The internationally acclaimed contralto, Marian Anderson, was thrust into the public spotlight after a controversial rejection from one of the nation’s prominent concert houses. The incident garnered the attention of the First Lady, Eleanor Roosevelt, and spiraled into a must-see event on Easter Sunday in 1939, which sparked further action in the Civil Rights movement, and eventually, Anderson's landmark debut as the first black singer at the Metropolitan Opera.
At a time when women were not able to hold positions of power, Hildegard von Bingen achieved great success as prioress and abbess, founding two convents in addition to being an author, composer, visionary, and prophet. Gaining recognition as a prominent female scholar in just one of these subjects during the 12th century would have been noteworthy; Hildegard carved out a place of significance by achieving in them all.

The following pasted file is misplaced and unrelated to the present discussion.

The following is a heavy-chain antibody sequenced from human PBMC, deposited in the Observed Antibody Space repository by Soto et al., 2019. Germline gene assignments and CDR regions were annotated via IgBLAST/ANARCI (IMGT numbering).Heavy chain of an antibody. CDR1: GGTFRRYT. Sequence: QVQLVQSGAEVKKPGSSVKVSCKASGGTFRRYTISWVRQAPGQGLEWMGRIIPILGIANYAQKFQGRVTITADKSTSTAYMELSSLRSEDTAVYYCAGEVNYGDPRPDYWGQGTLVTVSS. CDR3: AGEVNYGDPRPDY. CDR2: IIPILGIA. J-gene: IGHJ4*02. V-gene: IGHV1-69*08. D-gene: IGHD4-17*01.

She defied her social status, her gender, and held firm in her faith that she was selected by God to win a war for France. A teenage girl received mystical visions from God, gained the confidence of a prince, and became a warrioress that led a nation to victory. Joan’s story sounds more akin to fiction than fact, but because she was such a controversial figure there are many court records of her interviews and trials that have provided solid evidence for her biography.